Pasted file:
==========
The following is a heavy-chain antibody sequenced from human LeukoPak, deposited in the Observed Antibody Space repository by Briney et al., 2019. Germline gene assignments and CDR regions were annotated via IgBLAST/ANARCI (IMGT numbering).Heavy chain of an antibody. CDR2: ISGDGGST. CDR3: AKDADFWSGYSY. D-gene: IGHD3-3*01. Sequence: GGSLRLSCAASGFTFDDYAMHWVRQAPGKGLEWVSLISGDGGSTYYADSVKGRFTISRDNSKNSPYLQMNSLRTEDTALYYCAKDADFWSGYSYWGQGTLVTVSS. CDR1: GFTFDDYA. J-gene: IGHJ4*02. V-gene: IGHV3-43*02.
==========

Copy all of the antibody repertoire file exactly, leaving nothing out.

The following is a heavy-chain antibody sequenced from human LeukoPak, deposited in the Observed Antibody Space repository by Briney et al., 2019. Germline gene assignments and CDR regions were annotated via IgBLAST/ANARCI (IMGT numbering).Heavy chain of an antibody. CDR2: ISGDGGST. CDR3: AKDADFWSGYSY. D-gene: IGHD3-3*01. Sequence: GGSLRLSCAASGFTFDDYAMHWVRQAPGKGLEWVSLISGDGGSTYYADSVKGRFTISRDNSKNSPYLQMNSLRTEDTALYYCAKDADFWSGYSYWGQGTLVTVSS. CDR1: GFTFDDYA. J-gene: IGHJ4*02. V-gene: IGHV3-43*02.